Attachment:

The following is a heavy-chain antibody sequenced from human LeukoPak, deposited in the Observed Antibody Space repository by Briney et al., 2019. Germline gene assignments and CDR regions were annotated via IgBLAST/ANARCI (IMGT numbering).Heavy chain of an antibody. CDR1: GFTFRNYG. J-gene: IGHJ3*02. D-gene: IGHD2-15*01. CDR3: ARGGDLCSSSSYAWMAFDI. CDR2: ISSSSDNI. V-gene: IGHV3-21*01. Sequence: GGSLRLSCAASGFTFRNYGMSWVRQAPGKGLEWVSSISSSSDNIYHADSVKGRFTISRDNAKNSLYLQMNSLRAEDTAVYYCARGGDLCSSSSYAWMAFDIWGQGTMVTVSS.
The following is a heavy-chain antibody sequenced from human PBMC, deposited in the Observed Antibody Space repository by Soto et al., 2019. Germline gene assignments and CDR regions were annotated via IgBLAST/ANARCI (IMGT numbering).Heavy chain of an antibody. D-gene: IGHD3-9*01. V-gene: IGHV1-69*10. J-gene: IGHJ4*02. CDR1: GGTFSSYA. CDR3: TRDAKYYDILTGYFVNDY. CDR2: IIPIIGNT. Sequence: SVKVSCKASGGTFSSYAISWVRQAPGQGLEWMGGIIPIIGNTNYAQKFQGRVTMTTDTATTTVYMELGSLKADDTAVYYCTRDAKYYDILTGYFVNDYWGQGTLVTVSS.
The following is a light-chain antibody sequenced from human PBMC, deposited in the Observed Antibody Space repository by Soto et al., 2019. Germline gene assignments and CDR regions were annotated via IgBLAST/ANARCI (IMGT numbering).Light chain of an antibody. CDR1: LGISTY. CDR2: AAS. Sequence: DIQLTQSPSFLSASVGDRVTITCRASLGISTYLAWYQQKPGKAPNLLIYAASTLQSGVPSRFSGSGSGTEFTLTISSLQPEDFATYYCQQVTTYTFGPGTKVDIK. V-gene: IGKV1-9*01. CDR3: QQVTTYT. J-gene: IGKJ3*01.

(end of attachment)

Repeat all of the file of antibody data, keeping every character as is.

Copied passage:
The following is a heavy-chain antibody sequenced from human LeukoPak, deposited in the Observed Antibody Space repository by Briney et al., 2019. Germline gene assignments and CDR regions were annotated via IgBLAST/ANARCI (IMGT numbering).Heavy chain of an antibody. CDR1: GFTFRNYG. J-gene: IGHJ3*02. D-gene: IGHD2-15*01. CDR3: ARGGDLCSSSSYAWMAFDI. CDR2: ISSSSDNI. V-gene: IGHV3-21*01. Sequence: GGSLRLSCAASGFTFRNYGMSWVRQAPGKGLEWVSSISSSSDNIYHADSVKGRFTISRDNAKNSLYLQMNSLRAEDTAVYYCARGGDLCSSSSYAWMAFDIWGQGTMVTVSS.
The following is a heavy-chain antibody sequenced from human PBMC, deposited in the Observed Antibody Space repository by Soto et al., 2019. Germline gene assignments and CDR regions were annotated via IgBLAST/ANARCI (IMGT numbering).Heavy chain of an antibody. D-gene: IGHD3-9*01. V-gene: IGHV1-69*10. J-gene: IGHJ4*02. CDR1: GGTFSSYA. CDR3: TRDAKYYDILTGYFVNDY. CDR2: IIPIIGNT. Sequence: SVKVSCKASGGTFSSYAISWVRQAPGQGLEWMGGIIPIIGNTNYAQKFQGRVTMTTDTATTTVYMELGSLKADDTAVYYCTRDAKYYDILTGYFVNDYWGQGTLVTVSS.
The following is a light-chain antibody sequenced from human PBMC, deposited in the Observed Antibody Space repository by Soto et al., 2019. Germline gene assignments and CDR regions were annotated via IgBLAST/ANARCI (IMGT numbering).Light chain of an antibody. CDR1: LGISTY. CDR2: AAS. Sequence: DIQLTQSPSFLSASVGDRVTITCRASLGISTYLAWYQQKPGKAPNLLIYAASTLQSGVPSRFSGSGSGTEFTLTISSLQPEDFATYYCQQVTTYTFGPGTKVDIK. V-gene: IGKV1-9*01. CDR3: QQVTTYT. J-gene: IGKJ3*01.